• Weekender focus tours, held the third and fourth Saturdays of the month from April through October at noon, 1:30 and 3 p.m. Behind the Scenes in the Farmyard is the theme on the third Saturday of each month. Visitors are introduced to rare 18th-century breeds of sheep, turkeys, guinea fowl and a pair of hogs with a taste for apple bobbing. The fourth Saturday of each month is devoted to Hidden History Archaeology, a tour that introduces families to archaeology on the plantation. Visitors will get a look at the remnants of George Mason’s original garden. Hands-on examination is encouraged. These events are included in the general cost of admission: $8 for adults, $7 for seniors, $4 for students ages 6 to 18 and free for children 5 and younger.

• Mother’s Day Luncheon Tea & Tours, May 9 at noon and 3 p.m. At this event, guests are invited to enjoy an 18th-century fashion show while sampling a wide variety of sandwiches, desserts, scones and teas. The luncheon also includes general admission to the historic site. Reservations are required. Admission: $25.95 for adults and children 11 and older, $12.50 for children ages 6 to 10, free for children younger than 6. Reservations: 703/339-0460.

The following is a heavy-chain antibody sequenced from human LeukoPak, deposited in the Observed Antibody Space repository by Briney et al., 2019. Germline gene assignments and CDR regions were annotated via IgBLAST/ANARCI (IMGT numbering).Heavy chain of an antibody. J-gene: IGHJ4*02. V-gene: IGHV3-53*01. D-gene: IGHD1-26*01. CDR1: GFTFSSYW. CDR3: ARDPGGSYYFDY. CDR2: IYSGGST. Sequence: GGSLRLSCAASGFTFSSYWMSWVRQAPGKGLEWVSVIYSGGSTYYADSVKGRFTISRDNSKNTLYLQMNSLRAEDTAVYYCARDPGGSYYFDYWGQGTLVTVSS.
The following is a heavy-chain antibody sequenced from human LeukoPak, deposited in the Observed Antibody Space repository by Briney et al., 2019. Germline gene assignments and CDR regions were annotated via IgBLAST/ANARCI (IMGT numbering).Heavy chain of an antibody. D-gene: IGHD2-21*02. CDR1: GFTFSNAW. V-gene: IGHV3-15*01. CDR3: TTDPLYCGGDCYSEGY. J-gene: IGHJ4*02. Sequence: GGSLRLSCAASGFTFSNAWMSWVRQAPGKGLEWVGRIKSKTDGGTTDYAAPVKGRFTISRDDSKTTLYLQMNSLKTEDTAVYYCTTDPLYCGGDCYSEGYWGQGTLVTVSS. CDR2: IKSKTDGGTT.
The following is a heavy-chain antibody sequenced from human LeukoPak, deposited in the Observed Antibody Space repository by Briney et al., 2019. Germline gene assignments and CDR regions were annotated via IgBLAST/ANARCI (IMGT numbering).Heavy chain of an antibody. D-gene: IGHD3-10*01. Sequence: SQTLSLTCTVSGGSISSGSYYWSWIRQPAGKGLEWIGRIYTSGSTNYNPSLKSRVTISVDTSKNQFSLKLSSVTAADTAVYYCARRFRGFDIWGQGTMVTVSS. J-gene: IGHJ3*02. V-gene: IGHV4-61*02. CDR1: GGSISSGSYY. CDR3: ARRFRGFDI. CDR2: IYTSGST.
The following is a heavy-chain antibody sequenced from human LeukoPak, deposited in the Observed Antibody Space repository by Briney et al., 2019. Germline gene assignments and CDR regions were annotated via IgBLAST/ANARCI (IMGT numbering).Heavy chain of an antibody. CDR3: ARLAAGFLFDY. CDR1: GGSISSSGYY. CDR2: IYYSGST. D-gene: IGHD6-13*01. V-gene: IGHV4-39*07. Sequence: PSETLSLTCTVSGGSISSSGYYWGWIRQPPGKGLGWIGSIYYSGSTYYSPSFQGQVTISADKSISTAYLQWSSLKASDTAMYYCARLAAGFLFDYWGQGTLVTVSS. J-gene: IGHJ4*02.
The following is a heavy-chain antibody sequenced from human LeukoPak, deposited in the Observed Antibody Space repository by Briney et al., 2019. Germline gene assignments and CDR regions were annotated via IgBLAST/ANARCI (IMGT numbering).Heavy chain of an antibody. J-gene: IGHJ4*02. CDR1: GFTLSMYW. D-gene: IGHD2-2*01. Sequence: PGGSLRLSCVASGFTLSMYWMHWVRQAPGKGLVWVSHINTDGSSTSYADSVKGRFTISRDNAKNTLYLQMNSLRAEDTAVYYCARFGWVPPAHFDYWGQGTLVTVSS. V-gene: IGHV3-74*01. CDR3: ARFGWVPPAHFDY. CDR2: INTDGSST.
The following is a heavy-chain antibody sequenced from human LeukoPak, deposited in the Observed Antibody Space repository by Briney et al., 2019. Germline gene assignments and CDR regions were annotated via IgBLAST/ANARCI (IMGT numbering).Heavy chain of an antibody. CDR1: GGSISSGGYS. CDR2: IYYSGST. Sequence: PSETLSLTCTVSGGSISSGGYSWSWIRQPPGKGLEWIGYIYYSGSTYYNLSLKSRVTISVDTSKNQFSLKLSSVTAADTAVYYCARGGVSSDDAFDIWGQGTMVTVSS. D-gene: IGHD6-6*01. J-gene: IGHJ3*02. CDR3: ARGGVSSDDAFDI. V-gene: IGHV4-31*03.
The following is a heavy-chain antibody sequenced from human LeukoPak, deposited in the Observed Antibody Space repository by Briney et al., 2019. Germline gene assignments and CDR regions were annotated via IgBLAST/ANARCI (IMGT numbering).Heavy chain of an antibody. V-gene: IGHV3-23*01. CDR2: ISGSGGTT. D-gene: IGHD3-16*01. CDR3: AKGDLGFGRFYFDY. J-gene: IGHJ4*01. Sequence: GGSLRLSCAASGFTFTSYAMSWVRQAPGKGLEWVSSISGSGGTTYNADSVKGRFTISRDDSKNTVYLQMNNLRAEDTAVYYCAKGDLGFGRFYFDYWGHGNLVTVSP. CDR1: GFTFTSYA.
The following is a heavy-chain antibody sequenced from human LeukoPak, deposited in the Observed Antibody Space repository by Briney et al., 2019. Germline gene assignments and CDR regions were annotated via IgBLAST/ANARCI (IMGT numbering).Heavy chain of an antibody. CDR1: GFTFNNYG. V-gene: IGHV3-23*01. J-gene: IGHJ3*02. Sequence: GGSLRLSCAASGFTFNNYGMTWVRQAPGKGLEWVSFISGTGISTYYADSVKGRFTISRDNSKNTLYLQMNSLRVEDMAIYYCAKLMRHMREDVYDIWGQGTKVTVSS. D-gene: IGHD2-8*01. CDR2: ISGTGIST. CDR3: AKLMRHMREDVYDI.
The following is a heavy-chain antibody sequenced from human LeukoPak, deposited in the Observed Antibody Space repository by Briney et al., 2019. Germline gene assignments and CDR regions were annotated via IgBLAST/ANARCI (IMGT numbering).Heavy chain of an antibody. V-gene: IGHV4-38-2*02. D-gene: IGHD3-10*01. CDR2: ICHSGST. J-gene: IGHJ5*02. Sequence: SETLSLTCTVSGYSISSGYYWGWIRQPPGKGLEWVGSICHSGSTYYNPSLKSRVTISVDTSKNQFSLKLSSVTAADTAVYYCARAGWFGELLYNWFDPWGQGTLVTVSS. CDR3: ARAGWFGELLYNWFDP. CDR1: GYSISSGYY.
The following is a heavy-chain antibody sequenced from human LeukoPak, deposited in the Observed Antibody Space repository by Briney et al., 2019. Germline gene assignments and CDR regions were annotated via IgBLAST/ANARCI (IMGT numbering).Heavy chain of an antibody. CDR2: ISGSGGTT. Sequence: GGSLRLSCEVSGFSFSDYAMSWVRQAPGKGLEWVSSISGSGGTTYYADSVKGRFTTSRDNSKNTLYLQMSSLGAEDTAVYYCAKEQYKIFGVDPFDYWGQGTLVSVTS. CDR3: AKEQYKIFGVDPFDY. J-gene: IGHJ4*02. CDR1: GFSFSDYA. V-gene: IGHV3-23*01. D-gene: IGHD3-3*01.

• Plantation Sleuth, Tuesdays and Thursdays in July and August, 9:30 a.m. to 5 p.m. Children are invited to investigate a mystery at Gunston Hall. Young detectives and their parents are invited to complete a Sleuth Score Card as they look for important clues to solve an 18th-century mystery. A guided mansion tour is included in the cost: $8 for adults, $5 for children ages 6 to 12, free for children age 5 and younger.

• Camp Gunston Hall, July 12 through 16, 9 a.m. to 1 p.m. Youngsters ages 8 to 12 are invited to explore what life was like in Virginia more than 200 years ago at this interactive camp. Archaeology, garden projects, games and storytelling are some of the featured history-related pastimes. Reservations are required. Fee: $150. Price includes T-shirt, snacks, disposable camera, writing journal and Friday luncheon. Information: 703/550-9220.